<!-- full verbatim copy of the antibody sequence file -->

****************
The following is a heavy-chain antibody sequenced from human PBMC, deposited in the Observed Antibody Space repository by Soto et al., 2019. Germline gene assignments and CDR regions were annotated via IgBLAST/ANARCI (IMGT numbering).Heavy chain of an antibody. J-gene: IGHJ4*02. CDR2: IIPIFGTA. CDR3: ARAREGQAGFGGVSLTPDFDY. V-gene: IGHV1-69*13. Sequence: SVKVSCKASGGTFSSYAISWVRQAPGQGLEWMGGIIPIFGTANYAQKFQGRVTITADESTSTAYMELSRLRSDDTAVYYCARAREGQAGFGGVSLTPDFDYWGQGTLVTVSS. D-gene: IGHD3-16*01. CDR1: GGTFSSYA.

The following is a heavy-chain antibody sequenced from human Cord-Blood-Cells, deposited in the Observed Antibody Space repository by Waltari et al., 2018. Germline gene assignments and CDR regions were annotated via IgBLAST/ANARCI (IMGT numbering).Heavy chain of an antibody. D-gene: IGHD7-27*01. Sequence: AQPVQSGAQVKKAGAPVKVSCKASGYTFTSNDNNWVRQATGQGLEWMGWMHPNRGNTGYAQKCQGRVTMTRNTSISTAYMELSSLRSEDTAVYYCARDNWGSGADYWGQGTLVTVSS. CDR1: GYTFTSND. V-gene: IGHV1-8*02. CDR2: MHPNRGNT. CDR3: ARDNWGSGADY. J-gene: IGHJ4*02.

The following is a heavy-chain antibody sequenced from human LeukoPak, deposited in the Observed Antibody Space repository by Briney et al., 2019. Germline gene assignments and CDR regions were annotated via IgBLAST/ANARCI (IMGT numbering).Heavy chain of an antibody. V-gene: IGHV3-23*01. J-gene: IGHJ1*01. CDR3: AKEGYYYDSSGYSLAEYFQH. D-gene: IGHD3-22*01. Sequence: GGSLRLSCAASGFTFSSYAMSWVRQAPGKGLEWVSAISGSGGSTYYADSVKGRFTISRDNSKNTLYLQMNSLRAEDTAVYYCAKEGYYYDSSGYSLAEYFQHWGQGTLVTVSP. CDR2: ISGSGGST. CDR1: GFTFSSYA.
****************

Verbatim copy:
The following is a heavy-chain antibody sequenced from human PBMC, deposited in the Observed Antibody Space repository by Soto et al., 2019. Germline gene assignments and CDR regions were annotated via IgBLAST/ANARCI (IMGT numbering).Heavy chain of an antibody. J-gene: IGHJ4*02. CDR2: IIPIFGTA. CDR3: ARAREGQAGFGGVSLTPDFDY. V-gene: IGHV1-69*13. Sequence: SVKVSCKASGGTFSSYAISWVRQAPGQGLEWMGGIIPIFGTANYAQKFQGRVTITADESTSTAYMELSRLRSDDTAVYYCARAREGQAGFGGVSLTPDFDYWGQGTLVTVSS. D-gene: IGHD3-16*01. CDR1: GGTFSSYA.

The following is a heavy-chain antibody sequenced from human Cord-Blood-Cells, deposited in the Observed Antibody Space repository by Waltari et al., 2018. Germline gene assignments and CDR regions were annotated via IgBLAST/ANARCI (IMGT numbering).Heavy chain of an antibody. D-gene: IGHD7-27*01. Sequence: AQPVQSGAQVKKAGAPVKVSCKASGYTFTSNDNNWVRQATGQGLEWMGWMHPNRGNTGYAQKCQGRVTMTRNTSISTAYMELSSLRSEDTAVYYCARDNWGSGADYWGQGTLVTVSS. CDR1: GYTFTSND. V-gene: IGHV1-8*02. CDR2: MHPNRGNT. CDR3: ARDNWGSGADY. J-gene: IGHJ4*02.

The following is a heavy-chain antibody sequenced from human LeukoPak, deposited in the Observed Antibody Space repository by Briney et al., 2019. Germline gene assignments and CDR regions were annotated via IgBLAST/ANARCI (IMGT numbering).Heavy chain of an antibody. V-gene: IGHV3-23*01. J-gene: IGHJ1*01. CDR3: AKEGYYYDSSGYSLAEYFQH. D-gene: IGHD3-22*01. Sequence: GGSLRLSCAASGFTFSSYAMSWVRQAPGKGLEWVSAISGSGGSTYYADSVKGRFTISRDNSKNTLYLQMNSLRAEDTAVYYCAKEGYYYDSSGYSLAEYFQHWGQGTLVTVSP. CDR2: ISGSGGST. CDR1: GFTFSSYA.